The point, that may need to be stressed here, is that it doesn’t make sense to use one form of representation (other than Matching, which is often difficult to arrange) to evaluate a perception of another representational form. This is vitally important and may help explain why I don’t take a student’s verbal report about their work as a indication of their perceptual abilities. I take their ability to match a print as proof of their perceptual abilities.

Another presentation brought up a related issue. Paul Noordhof, of York University, mentioned how chicken sexers are reputedly able to determine the sex of chickens on sight but they cannot explain how. Noordhof claims that this indicates that the chicken sexers do not perceive the cues but pick them up unconsciously. I spoke to Noordhof after his talk and suggested how this claim might be tested. If the chicken sexers were able to do their job on the basis of a painting then he could no longer say that the cues could not be perceived because the painter would clearly have rendered them. Noordhof agrees. Now, it may be the case that the cues are motion orientated in which case a painting wouldn’t work. But the point is academic, and again we can easily exemplify why. My son can’t tell me how he knows girls from boys but should we conclude therefore that he doesn’t perceive the difference? And if so, why is it the case that he became so deeply curious  the other day when we saw a child of uncertain gender playing in the street? Matching representations are the only true measure of perceptual ability: i.e. the ability to accept or reject a duplicate or non duplicate of the thing sensed, not what someone is disposed - or not disposed - to tell you.

Anya Farennikova of ANU, made the claim that we “perceive absence” when our desires, expectations or beliefs are thwarted. It’s a compelling idea and would, I'm sure, be very popular indeed amongst many artists for whom the concept of absence is an important source of inspiration. Sadly though, I don’t think it explains what actually goes on very well at all. Absence is an abstract concept like justice or goodness and to treat it as a perceptible entity is to reify it - in other words to endow it with concrete properties. Furthermore, if any one (non)thing were a candidate for lacking perceptible properties, absence has to be the primary contender. It gets worse though. If we have a mental representation of this absence as Farennikova claims, then it is required - by the logic of her argument - that the mental representation of absence must be the result of a thwarted expectation, otherwise it cannot be represented as an absence. If so, then this mental representation must have another antecedent expectation and so on. I fear Farrenikova's project is unsalvagable due to the presence of the greatest philosophical presence of them all: infinite regress.

And just in case you are thinking that this criticism only applies to Farrenkova's thesis, it doesn't. Farrenkova is quite right to observe that the concept of absence is conditional upon prior expectation. The problem then, for anyone who claims that the brain functions through the use of representational states, is to explain how these states could ever represent absence. It's simply not possible without an infinite regress of prior expectations and representations. Lamentably, too few philosophers are prepared to accept this primary point of logic as the proof of the unworkability of their theoretical foundations.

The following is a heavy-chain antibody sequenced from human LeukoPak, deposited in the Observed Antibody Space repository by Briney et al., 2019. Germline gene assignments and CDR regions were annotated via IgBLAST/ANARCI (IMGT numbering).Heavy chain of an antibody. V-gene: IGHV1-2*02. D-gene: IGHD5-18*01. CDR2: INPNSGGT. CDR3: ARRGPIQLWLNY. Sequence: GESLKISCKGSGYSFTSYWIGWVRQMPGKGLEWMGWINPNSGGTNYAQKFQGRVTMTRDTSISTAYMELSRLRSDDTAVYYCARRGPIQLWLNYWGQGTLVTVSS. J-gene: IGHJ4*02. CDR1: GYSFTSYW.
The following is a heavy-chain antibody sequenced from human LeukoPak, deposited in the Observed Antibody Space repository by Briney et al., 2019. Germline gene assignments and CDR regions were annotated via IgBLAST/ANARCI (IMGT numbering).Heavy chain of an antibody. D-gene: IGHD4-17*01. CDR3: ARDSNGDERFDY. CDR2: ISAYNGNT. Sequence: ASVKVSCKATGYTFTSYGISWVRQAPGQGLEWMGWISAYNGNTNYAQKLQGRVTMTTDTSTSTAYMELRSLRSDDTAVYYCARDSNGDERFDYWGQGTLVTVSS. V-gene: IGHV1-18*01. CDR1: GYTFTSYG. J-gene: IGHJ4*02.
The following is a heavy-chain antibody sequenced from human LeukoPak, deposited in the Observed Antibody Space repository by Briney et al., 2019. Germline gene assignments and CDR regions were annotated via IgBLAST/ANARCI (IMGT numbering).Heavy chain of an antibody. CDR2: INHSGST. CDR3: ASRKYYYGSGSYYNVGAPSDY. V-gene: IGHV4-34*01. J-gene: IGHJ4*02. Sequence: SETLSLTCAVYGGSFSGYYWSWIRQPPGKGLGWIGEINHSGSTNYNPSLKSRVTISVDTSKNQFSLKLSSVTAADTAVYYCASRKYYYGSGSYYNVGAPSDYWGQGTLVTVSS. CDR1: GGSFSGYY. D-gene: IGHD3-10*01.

Of all the presentations, Kathleen Stock’s was probably the least expected in the context. It was nonetheless excellent. Her paper: “Objectification and Perception” contends that the decisive feature at issue in debates over body objectification is the treatment of the subject - not as non-minded - but as fungible-minded; as having a mind that is imaginatively replaced by the preferred identity of the viewer. Kathleen Stock contrasts this view with the by now familiar, and generally accepted throughout much academia, post-Kantian instrumentalisation-type arguments put forward by Catherine McKinnon, Andrea Dworkin or Martha Nussbaum etc. This paper reignited an important debate for me that I had simply assumed was settled. Exactly what good philosophy should do.

Lastly was Jack Lyons of the University of Arkansas. Lyons proposed that perception is an intuitive process, a kind of knowing in which we do not know how we know what we know. I agree - but perhaps not in the way that he intended. To perceive is to intuitively know how to represent the thing perceived in one or more respects and in one or more ways. If this was what Lyon's meant he certainly didn't claim as much. In his presentation he brought up the example of medieval artists' depictions of babies and claimed that they “obviously didn’t know the cues for what babies are.” Now, this is a ridiculous suggestion, as I said to him afterwards. His response was to reel-off the Ruskinian story of how naive artists draw what they know, not what they see. I won’t repeat my criticism of this flawed notion - prejudice even - here since I’ve written about it at length elsewhere. In fact it’s the reason I went to the conference in the first place, because I hoped to encounter some conceptual tools and perhaps even some theorists who's work might help me better explain the problem and to elucidate the solution. Insofar as our antagonists are our helpers I think this conference did just that.

The organisers of the conference should be thoroughly commended on bringing together an extremely stimulating group of thinkers. It is clear that there is still an enormous amount that isn't known about perception but the pursuit is an extremely valid one. If I had the opportunity of presenting a paper at the conference I would have argued for the importance of an explanatory theory of representation as being foundational to a definition and understanding of perception. Perhaps when philosophers finally begin to accept (in much larger numbers than is currently the case) that representational states cannot possibly explain the way the brain functions, we may well see a sea change in insights into the workings of perception and no doubt much more besides. At present, the steps are very small and very uncertain and sometimes they stray into limitless voids from which they never return. Such is the nature of cultural evolution.